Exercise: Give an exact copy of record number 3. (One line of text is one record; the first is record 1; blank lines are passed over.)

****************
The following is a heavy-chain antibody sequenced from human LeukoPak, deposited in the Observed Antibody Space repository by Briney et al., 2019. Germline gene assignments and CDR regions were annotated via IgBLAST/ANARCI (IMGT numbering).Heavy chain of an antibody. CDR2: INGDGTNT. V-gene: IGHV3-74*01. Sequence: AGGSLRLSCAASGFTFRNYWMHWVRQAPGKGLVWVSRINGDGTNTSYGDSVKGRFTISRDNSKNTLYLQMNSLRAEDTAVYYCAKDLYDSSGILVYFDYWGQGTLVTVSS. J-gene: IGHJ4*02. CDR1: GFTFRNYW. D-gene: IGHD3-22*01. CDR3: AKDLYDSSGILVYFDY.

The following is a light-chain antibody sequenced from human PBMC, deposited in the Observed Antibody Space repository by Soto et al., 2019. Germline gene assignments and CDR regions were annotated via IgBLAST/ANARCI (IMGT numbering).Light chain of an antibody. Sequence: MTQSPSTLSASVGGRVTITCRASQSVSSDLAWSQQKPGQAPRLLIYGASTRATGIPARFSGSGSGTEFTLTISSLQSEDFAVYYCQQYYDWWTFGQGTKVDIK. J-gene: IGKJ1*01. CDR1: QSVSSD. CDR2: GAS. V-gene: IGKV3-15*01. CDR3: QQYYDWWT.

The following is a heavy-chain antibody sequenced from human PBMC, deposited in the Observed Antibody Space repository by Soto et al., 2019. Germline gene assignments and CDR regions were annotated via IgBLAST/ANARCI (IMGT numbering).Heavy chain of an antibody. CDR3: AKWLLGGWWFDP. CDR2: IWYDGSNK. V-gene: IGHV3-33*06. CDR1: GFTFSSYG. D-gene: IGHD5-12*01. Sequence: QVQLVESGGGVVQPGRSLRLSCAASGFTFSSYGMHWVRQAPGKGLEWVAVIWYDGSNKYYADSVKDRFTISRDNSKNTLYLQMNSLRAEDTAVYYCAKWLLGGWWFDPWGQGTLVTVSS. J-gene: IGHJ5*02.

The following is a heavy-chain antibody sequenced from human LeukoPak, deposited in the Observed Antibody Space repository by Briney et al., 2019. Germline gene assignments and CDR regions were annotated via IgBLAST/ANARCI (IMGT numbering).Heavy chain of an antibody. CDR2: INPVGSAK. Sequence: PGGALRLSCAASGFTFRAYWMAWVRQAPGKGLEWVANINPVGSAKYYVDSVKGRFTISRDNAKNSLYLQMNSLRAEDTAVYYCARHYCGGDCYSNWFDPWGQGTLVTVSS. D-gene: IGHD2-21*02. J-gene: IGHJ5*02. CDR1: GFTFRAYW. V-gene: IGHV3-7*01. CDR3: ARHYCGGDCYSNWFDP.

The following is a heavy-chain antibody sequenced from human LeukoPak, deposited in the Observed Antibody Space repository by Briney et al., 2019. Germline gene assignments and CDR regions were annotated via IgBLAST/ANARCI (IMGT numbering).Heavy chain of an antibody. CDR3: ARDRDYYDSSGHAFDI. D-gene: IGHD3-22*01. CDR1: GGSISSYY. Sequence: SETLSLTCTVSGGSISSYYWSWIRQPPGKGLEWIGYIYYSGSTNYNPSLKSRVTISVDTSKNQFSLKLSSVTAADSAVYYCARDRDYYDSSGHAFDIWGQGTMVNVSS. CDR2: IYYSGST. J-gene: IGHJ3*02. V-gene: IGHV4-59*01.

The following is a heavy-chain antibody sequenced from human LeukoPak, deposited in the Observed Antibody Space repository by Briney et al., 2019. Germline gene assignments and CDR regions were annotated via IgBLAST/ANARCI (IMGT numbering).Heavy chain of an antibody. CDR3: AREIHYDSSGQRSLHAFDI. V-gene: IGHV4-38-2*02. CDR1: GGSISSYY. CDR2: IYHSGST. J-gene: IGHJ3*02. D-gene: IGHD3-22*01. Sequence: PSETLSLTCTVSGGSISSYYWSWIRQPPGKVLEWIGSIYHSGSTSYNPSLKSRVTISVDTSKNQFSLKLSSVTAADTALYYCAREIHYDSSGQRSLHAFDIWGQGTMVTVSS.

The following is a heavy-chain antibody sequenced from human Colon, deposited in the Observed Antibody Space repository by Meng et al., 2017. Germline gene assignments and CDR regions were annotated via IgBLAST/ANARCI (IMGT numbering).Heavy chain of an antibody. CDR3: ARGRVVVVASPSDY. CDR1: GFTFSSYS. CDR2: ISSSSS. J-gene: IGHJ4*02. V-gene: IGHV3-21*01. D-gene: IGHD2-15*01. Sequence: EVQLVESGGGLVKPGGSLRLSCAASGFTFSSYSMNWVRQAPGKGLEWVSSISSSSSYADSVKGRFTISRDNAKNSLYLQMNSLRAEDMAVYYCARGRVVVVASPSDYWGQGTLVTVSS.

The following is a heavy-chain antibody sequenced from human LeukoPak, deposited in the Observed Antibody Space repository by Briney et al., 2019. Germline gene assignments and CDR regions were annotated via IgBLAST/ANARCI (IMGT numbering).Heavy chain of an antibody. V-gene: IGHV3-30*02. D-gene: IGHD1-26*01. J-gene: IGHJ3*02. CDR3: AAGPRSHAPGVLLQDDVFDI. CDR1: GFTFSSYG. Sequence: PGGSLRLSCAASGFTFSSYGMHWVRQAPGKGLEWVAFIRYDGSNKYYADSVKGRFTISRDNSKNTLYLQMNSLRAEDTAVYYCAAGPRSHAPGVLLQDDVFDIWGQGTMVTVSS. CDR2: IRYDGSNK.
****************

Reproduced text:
The following is a heavy-chain antibody sequenced from human PBMC, deposited in the Observed Antibody Space repository by Soto et al., 2019. Germline gene assignments and CDR regions were annotated via IgBLAST/ANARCI (IMGT numbering).Heavy chain of an antibody. CDR3: AKWLLGGWWFDP. CDR2: IWYDGSNK. V-gene: IGHV3-33*06. CDR1: GFTFSSYG. D-gene: IGHD5-12*01. Sequence: QVQLVESGGGVVQPGRSLRLSCAASGFTFSSYGMHWVRQAPGKGLEWVAVIWYDGSNKYYADSVKDRFTISRDNSKNTLYLQMNSLRAEDTAVYYCAKWLLGGWWFDPWGQGTLVTVSS. J-gene: IGHJ5*02.